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Aren’t All Sins Alike?
Posted by Clare
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“Clare, aren’t all sins alike?” That was the question posed by a guy I was meeting with who was trying to justify a serious sin he had committed. I replied, “Nate, I don’t think even you believe that.”

All Christians rank sin – that is, we all have a mental list, or hierarchy of sins. On our list, some sins are moral felonies and others are misdemeanors. Is that true? Are some sins greater or more serious than others? Yes! (And, I’ll explain why later.)

A second question is even more intriguing, “How did you come up with your ‘list’?” Evangelicals generally have at the top of their list rejecting Christ or bad theology, while younger Christians have, not living like Christ or caring about social justice issues. Conservatives have near the top of their list, abortionists, gays and liberal theology. For liberal Christians, indifference to the poor, hypocrisy and intolerance top their lists. Rich Christians often think the poor’s big problem is laziness, while the poor believe the rich are greedy. I’ve actually caught myself looking down from my self-righteous perch at an adulterer or divorcee and glad I’m not one of them.

So, I have a theory; most of us unconsciously rank the sins we’re the least likely to commit at the top of our list, and our own sins in the middle or below. Let’s talk about why we do that.

Are all sins equal?
I was raised to believe that all sins were equal. I’m not sure where I got that notion, except in this sense; for those who are lost and have not yet accepted Jesus sacrifice for their sin, it doesn’t matter whether you’re a murderer or a nice person who simply cheats on your taxes. Your unregenerated sin nature disqualifies you from salvation, not the level or types of sins you commit. All serious Christians hold to that position for non-Christians. But, what about born-again Christians? Are all sins the same?

God Himself Ranks Sin
God clearly ranks some sins more grievous than others. How do we know that? Just read Leviticus 20. It lists a dozen or more sins which God considers so serious that they are punishable by death. Among them, offering your children to Moloch, going to spiritualists for guidance, disobeying your parents, adultery, fornication (sex before marriage) and homosexual sex. In other places in the Old Testament, it’s the death penalty for worshipping other gods, marrying non-Israelites or lying (giving a false witness).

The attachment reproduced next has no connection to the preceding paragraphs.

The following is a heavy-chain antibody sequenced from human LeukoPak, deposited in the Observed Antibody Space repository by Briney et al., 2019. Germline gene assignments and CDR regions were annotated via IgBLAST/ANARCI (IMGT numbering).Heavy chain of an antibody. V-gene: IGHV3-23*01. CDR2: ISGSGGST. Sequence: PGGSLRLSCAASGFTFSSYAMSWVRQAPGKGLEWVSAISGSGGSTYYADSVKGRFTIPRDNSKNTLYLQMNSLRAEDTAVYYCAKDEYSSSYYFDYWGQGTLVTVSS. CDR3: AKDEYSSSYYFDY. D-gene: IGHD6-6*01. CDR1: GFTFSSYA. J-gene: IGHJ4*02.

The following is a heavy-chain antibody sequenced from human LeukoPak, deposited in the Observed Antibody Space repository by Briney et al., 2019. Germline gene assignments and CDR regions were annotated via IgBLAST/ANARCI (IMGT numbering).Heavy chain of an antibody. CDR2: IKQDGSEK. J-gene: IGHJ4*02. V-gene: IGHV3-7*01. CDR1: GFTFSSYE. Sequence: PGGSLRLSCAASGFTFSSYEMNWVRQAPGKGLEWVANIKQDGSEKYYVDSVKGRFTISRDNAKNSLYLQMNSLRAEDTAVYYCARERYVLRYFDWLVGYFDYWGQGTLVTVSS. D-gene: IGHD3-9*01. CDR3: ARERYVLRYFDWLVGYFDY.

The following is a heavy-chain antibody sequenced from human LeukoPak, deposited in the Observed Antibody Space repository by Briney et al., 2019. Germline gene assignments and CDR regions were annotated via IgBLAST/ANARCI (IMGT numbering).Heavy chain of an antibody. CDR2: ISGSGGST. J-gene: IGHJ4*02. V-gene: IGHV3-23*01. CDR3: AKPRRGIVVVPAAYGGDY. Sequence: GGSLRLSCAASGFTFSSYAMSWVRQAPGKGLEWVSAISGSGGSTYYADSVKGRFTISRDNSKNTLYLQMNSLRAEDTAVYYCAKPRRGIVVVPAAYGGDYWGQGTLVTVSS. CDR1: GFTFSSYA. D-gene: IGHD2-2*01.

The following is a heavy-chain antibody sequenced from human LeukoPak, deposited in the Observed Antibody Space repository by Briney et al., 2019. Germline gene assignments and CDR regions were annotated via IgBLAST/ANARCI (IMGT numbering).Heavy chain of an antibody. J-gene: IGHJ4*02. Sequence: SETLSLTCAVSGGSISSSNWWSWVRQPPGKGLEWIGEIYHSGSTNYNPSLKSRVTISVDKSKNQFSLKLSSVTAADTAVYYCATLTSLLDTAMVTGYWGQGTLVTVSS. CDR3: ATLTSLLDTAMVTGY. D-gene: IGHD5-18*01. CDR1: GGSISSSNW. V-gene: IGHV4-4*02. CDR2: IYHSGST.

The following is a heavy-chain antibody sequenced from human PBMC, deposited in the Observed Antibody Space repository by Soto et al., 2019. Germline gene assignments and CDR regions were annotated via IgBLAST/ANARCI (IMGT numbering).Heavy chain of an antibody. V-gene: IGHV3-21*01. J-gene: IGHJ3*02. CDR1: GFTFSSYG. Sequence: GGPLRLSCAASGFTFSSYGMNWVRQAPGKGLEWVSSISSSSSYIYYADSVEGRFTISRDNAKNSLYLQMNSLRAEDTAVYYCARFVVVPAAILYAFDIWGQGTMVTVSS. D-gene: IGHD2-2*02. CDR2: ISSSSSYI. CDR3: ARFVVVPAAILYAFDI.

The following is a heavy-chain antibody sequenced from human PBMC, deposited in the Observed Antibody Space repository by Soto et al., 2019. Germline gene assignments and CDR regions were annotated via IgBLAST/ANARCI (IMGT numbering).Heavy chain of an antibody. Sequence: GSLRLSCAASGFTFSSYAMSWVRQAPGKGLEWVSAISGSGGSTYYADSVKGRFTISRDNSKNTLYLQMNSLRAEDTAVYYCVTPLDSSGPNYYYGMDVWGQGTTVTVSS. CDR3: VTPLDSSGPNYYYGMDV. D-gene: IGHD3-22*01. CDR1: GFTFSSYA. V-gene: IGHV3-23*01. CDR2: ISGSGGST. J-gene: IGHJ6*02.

For slightly less serious sins, God often commanded that offenders be cut off from their people, the Israelites (banishment). For still other lesser sins, he demanded they make restitution. (Paying damages for destroying property or for negligence.) Clearly, if all sins were equal, there would be no difference in the punishment, or that would be unjust of God.

What about the New Testament?
I’ve met Christians who believe this hierarchy of sins was true in the Old Testament, but that all changed with Jesus. I get the impression they think God, the Father, has mellowed a bit. And, that because of Jesus, God the Father is far more understanding of sin. I don’t believe God’s standard for sin has changed at all. I think the only thing that has changed is that Jesus paid the penalty. He’s taken care of “Dad”, the Father for us.

However, Jesus, Paul and almost all the other gospel writers, under the direction of the Holy Spirit, continued to teach about the seriousness of sin and the cost of some sins in this life and the loss of rewards for them in the next.

Ananias and Sapphira were killed for lying. In I Corinthians 5, Paul describes a sexual sin that is serious enough to ask the man to leave the church (banishment – what we now call ex-communication). Jesus tells the story about the Rich Man and Lazarus as a warning about not caring for the poor. Jesus tells us there is an unforgiveable sin in Matthew 12. So, clearly there is a hierarchy of sin in the New Testament as well.

Question: How do you rank sin?

Let’s be honest, most Christians put homosexual sex as a greater sin than sex before marriage, or adultery. Why is that if Lev. 20 and I Cor. 6:9, 10 lump them all in the same category?